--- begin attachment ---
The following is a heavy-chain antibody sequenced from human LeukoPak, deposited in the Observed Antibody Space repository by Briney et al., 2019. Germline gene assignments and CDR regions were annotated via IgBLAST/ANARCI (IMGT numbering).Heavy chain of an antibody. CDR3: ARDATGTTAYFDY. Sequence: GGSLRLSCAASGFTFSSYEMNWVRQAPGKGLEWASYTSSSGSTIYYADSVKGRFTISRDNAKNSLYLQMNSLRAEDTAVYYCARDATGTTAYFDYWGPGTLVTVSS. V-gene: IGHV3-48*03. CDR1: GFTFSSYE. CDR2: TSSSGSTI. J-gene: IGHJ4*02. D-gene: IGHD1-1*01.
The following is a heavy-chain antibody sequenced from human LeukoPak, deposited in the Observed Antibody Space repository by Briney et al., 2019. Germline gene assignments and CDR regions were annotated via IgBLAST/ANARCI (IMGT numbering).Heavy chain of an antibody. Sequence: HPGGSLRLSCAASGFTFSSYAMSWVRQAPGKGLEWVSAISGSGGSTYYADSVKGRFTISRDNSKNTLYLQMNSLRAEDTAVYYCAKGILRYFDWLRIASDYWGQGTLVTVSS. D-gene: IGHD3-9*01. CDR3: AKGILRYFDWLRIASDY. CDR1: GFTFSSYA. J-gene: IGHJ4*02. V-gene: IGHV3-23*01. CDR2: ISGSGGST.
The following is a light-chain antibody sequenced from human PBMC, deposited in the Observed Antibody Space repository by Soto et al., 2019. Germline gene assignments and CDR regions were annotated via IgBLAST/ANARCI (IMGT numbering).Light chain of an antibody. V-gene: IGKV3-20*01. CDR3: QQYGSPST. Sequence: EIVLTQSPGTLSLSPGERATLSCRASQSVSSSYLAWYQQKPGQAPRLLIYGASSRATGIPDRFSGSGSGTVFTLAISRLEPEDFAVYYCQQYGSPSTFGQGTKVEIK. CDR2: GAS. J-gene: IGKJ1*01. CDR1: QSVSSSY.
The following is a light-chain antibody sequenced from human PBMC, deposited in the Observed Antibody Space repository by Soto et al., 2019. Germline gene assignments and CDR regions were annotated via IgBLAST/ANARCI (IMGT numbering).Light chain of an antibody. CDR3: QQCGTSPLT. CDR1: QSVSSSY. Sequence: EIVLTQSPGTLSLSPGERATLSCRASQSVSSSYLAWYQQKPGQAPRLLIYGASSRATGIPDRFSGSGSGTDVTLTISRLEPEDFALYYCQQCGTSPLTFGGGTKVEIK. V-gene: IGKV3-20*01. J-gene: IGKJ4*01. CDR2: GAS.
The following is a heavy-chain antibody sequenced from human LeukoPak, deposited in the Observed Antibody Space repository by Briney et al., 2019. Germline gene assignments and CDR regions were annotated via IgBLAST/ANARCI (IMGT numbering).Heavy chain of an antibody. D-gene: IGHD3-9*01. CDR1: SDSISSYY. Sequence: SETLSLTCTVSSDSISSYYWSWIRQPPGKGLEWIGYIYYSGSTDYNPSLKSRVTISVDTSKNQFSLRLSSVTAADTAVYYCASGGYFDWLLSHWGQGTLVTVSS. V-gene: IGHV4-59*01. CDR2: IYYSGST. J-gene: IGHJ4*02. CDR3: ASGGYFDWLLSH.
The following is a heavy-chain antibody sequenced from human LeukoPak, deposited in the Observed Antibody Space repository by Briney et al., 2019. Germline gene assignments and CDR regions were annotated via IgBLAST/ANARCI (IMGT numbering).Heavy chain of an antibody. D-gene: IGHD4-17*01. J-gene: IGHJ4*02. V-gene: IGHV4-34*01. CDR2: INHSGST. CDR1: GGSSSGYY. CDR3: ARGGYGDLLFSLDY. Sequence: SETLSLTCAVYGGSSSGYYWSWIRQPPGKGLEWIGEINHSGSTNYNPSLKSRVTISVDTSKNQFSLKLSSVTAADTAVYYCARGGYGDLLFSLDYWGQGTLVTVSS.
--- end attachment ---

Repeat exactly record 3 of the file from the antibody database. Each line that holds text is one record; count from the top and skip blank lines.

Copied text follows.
The following is a light-chain antibody sequenced from human PBMC, deposited in the Observed Antibody Space repository by Soto et al., 2019. Germline gene assignments and CDR regions were annotated via IgBLAST/ANARCI (IMGT numbering).Light chain of an antibody. V-gene: IGKV3-20*01. CDR3: QQYGSPST. Sequence: EIVLTQSPGTLSLSPGERATLSCRASQSVSSSYLAWYQQKPGQAPRLLIYGASSRATGIPDRFSGSGSGTVFTLAISRLEPEDFAVYYCQQYGSPSTFGQGTKVEIK. CDR2: GAS. J-gene: IGKJ1*01. CDR1: QSVSSSY.